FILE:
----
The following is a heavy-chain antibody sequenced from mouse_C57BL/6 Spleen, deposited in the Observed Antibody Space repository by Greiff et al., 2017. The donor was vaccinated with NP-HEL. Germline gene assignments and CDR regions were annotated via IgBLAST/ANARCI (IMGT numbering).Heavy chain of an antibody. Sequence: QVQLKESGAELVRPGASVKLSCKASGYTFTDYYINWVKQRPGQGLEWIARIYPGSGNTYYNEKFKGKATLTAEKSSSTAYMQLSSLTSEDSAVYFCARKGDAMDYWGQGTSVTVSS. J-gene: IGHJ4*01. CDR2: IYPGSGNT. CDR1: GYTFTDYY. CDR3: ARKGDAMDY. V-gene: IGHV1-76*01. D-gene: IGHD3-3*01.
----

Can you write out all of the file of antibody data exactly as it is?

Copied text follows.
The following is a heavy-chain antibody sequenced from mouse_C57BL/6 Spleen, deposited in the Observed Antibody Space repository by Greiff et al., 2017. The donor was vaccinated with NP-HEL. Germline gene assignments and CDR regions were annotated via IgBLAST/ANARCI (IMGT numbering).Heavy chain of an antibody. Sequence: QVQLKESGAELVRPGASVKLSCKASGYTFTDYYINWVKQRPGQGLEWIARIYPGSGNTYYNEKFKGKATLTAEKSSSTAYMQLSSLTSEDSAVYFCARKGDAMDYWGQGTSVTVSS. J-gene: IGHJ4*01. CDR2: IYPGSGNT. CDR1: GYTFTDYY. CDR3: ARKGDAMDY. V-gene: IGHV1-76*01. D-gene: IGHD3-3*01.